Immigration Reform Has Largely Become an Electoral Issue for Lawmakers

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Optimism in Washington, D.C. over the prospects of passing immigration reform remains high. Last week, Senate Majority Leader Harry Reid (D-N.V.) announced debate on Senate Bill 744 will begin on June 10. With surprisingly little clamor from either side of Congress, immigration reform advocates believe that partisan bickering could be overcome in passing immigration reform this year.

Many Republicans have long opposed any comprehensive immigration reform, calling it “amnesty” and arguing publicly that it rewards what they describe as criminal behavior. However, Democrats are emboldened that Republicans must deal with immigration reform before it is too late.

No recent Republican presidential candidate has gotten a majority of Latino votes. In fact, the highest any Republican presidential candidate has gotten recently was George W. Bush’s 40 percent in 2004.

With registered Latino voters now 11 million strong and 50,000 Latino citizens turning 18 monthly, Republicans are currently at a serious disadvantage as the Latino voting bloc continues to lean toward the Democratic Party. President Obama’s 71 percent among Latinos in 2012 came close to topping Bill Clinton’s 72 percent in 1996.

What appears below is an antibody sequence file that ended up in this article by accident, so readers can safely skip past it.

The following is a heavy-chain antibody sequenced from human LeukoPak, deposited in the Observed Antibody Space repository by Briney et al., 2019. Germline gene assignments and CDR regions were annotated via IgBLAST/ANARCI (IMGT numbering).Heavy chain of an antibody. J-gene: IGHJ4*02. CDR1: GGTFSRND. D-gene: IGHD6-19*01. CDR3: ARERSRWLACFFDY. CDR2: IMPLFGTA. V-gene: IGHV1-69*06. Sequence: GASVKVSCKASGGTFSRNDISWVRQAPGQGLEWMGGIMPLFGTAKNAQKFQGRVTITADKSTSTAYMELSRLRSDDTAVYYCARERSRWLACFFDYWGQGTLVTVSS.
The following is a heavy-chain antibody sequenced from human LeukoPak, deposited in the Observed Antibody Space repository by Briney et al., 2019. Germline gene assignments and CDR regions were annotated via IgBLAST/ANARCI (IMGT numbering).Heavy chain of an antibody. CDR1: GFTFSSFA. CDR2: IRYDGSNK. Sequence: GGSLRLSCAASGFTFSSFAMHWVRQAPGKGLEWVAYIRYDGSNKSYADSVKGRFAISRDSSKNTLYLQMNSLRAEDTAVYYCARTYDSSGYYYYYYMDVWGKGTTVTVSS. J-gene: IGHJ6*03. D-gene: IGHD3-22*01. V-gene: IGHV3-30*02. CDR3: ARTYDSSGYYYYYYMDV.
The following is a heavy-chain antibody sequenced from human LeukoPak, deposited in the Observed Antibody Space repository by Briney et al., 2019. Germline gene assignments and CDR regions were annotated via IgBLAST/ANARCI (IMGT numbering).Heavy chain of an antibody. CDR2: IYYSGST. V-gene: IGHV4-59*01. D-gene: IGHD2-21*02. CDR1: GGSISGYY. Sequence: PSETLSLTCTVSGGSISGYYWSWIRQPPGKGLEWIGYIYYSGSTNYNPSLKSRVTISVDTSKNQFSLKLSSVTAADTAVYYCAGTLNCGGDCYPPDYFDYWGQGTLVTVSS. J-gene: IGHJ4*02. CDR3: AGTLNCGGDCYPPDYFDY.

Democrats in Washington are betting Republicans must act before the 2014 midterm elections or face another overwhelming rejection by Latino voters. Sen. Chuck Schumer (D-N.Y.) recently told CNN he believes immigration reform will pass by July 4 and eventually the “Republican Party will be consigned to a minority party for a generation.”

Chris Newman, Attorney for the National Day Laborer Organizing Network (NDLON) and lead attorney in several high profile law suits against federal immigration policies, believes the cause of immigration reform has become an electoral issues because immigrant activism put it there.

He argues:

“Immigration reform has been on the national agenda since 2001, but it has risen to the top of the national conversation because immigrants have made a case that the status quo immigration laws are immoral.”

Newman and others are optimistic of this new opportunity, but urge caution that any reforms passed must address the issues that mobilized advocates in the first place. According to Newman and immigration reform activists like him, “suspension of deportation is a necessary first step.”

Instead, some Republicans have focused on border enforcement and expanding access to immigrant workers in agriculture and hi tech industries through temporary visas — not necessarily a pathway to citizenship. It is far from how Newman and others see reform.

As words from each side come together, the specifics may soon spread far apart. With immigration reform now the most prominent national issue for Congress, how each party defines “reform” appears to be the biggest battle.